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5. Thriving Local Food System

Agricultural producers are directly impacted by a changing climate, and therefore the agricultural industry is actively planning to contribute to GHG emissions reduction efforts. Within this sector, the main sources responsible for GHG emissions are livestock, application of synthetic nitrogen fertilizers and manure, fossil fuel combustion associated with farm machinery, and the manufacturing of fertilizers and farm machinery.

While methane emissions from livestock at local farms make up 5% of our local GHG inventory (and are counted as our local agriculture sector emissions), some of the emissions from the food we eat appear in other sections of our local inventory. These show up as business use of fossil fuels for farm operations, or when vehicles are used to transport food or food waste. While we have strong local food production, much of our food is made or grown elsewhere. The emissions used to make and grow food elsewhere and transport it to the region for us to eat can be significant and are important to address. We must consider emissions from our food systems holistically, and this includes expanding our local food system here in the region, considering our impacts in other communities from foods grown elsewhere, and making efforts to eat seasonally appropriate foods.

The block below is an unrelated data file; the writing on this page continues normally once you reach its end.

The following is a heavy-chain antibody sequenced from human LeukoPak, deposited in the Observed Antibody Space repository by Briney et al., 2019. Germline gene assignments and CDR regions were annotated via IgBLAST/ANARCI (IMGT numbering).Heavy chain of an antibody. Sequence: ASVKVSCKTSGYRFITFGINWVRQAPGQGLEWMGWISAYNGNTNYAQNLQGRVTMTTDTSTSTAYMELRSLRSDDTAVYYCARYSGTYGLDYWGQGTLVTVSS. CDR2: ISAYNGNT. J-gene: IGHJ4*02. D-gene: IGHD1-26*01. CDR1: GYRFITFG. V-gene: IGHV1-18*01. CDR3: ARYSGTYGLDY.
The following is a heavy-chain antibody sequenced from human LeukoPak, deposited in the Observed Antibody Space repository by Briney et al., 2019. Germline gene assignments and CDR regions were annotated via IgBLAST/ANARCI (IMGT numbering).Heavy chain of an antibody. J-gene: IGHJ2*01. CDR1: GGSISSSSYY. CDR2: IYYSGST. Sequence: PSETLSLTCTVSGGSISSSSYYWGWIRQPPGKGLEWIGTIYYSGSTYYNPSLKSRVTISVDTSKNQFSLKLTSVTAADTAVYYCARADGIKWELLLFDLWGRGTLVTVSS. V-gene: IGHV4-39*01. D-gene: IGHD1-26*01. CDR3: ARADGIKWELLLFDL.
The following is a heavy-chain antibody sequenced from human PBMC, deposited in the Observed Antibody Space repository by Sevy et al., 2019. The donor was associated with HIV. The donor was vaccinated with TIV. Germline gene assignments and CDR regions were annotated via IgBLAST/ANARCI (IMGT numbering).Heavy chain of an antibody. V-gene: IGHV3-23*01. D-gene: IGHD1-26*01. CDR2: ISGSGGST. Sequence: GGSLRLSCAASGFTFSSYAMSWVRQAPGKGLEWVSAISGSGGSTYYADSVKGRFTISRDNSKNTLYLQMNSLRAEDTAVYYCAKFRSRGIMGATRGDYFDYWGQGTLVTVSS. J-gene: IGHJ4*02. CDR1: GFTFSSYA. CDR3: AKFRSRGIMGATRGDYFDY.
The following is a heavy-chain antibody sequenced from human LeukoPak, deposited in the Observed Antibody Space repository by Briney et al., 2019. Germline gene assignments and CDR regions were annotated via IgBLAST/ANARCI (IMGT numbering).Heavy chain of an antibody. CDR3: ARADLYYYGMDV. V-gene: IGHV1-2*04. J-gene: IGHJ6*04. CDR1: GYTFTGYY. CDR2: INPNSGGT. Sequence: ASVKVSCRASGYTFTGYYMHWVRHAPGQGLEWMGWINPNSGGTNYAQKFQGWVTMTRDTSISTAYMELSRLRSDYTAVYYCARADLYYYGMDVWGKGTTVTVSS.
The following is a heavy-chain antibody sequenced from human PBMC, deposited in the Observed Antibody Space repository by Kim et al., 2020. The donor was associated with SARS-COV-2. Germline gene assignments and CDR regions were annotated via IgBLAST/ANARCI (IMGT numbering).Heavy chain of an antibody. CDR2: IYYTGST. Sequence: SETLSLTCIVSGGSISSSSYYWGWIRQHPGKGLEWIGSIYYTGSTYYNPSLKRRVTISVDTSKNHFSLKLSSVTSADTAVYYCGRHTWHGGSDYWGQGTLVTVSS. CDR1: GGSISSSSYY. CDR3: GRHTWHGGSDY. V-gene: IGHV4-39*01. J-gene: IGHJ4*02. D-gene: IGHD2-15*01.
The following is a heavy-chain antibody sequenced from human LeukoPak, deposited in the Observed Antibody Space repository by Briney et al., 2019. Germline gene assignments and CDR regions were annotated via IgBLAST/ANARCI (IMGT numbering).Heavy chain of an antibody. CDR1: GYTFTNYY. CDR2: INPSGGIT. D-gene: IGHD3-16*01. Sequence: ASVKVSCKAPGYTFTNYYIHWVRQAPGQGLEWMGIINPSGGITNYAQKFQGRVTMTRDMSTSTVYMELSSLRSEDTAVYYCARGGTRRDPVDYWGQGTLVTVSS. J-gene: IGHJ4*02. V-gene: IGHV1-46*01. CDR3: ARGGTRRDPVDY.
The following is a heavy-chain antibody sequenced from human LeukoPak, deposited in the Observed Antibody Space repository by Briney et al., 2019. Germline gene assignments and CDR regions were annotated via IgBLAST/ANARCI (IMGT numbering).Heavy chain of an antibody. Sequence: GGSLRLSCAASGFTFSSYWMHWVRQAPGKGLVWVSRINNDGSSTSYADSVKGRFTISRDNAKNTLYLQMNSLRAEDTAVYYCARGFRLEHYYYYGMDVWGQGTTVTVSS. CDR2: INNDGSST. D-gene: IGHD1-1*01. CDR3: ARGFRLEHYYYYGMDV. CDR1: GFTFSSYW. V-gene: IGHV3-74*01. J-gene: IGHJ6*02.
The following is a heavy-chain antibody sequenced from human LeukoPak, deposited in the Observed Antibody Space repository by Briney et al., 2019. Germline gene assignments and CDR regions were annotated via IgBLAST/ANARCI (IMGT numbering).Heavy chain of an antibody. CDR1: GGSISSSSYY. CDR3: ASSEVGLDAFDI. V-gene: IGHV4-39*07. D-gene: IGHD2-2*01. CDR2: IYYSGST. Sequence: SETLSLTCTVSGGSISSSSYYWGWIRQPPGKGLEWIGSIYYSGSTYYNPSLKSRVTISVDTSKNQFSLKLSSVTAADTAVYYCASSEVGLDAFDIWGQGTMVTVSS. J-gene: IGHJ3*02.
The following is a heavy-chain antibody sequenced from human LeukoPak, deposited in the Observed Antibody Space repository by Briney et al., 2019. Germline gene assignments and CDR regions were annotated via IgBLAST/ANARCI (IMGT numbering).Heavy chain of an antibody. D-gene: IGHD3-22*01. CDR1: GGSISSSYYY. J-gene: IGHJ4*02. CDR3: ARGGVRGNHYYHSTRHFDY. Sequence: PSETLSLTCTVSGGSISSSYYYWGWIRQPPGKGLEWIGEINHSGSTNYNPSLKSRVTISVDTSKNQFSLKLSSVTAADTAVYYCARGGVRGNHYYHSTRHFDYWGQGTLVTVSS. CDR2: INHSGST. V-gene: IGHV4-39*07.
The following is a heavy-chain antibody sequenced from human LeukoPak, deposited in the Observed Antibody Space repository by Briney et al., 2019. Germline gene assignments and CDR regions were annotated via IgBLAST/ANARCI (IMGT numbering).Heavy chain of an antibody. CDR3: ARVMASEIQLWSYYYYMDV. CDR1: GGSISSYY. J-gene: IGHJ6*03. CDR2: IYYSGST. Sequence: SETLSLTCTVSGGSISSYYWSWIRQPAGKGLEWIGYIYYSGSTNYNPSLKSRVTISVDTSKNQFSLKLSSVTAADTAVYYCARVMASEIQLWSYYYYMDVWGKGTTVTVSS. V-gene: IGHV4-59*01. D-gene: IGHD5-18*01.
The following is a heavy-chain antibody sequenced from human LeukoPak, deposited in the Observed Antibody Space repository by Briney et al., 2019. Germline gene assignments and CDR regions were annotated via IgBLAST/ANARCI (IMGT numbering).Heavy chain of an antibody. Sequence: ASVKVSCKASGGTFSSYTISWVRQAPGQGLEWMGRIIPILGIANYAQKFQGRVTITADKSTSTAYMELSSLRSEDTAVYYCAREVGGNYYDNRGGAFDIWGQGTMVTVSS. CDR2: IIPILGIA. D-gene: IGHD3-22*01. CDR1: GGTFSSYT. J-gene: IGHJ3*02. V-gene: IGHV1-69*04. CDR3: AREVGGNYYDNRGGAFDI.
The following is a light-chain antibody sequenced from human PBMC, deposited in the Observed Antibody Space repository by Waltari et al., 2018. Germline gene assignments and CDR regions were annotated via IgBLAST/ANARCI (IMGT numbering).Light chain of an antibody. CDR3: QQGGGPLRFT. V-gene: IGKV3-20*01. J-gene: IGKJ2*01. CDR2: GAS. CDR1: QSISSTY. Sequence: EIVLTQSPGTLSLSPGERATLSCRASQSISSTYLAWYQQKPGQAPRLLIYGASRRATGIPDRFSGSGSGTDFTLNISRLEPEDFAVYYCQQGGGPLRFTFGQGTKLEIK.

A significant way to reduce emissions caused by the food we eat is to make more of our food close to home. A locally based food system is also more resilient, as we are less reliant on supply chains from other parts of the world, and less vulnerable to changes or shocks in those systems.

We are fortunate in Waterloo Region to be a strong agricultural community, with land, people, and a food system that can serve as the foundation for a future where we make more of our own food.